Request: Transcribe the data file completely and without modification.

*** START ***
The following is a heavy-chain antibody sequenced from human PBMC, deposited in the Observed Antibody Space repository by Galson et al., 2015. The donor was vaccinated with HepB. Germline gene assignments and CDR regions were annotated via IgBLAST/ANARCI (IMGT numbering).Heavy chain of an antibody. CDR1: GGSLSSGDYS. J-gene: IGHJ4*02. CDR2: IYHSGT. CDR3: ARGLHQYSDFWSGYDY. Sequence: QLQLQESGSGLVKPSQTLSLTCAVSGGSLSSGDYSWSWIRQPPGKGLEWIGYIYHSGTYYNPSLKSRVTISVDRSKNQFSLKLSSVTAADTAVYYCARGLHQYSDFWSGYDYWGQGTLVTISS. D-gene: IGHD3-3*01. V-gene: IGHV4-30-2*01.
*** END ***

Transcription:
The following is a heavy-chain antibody sequenced from human PBMC, deposited in the Observed Antibody Space repository by Galson et al., 2015. The donor was vaccinated with HepB. Germline gene assignments and CDR regions were annotated via IgBLAST/ANARCI (IMGT numbering).Heavy chain of an antibody. CDR1: GGSLSSGDYS. J-gene: IGHJ4*02. CDR2: IYHSGT. CDR3: ARGLHQYSDFWSGYDY. Sequence: QLQLQESGSGLVKPSQTLSLTCAVSGGSLSSGDYSWSWIRQPPGKGLEWIGYIYHSGTYYNPSLKSRVTISVDRSKNQFSLKLSSVTAADTAVYYCARGLHQYSDFWSGYDYWGQGTLVTISS. D-gene: IGHD3-3*01. V-gene: IGHV4-30-2*01.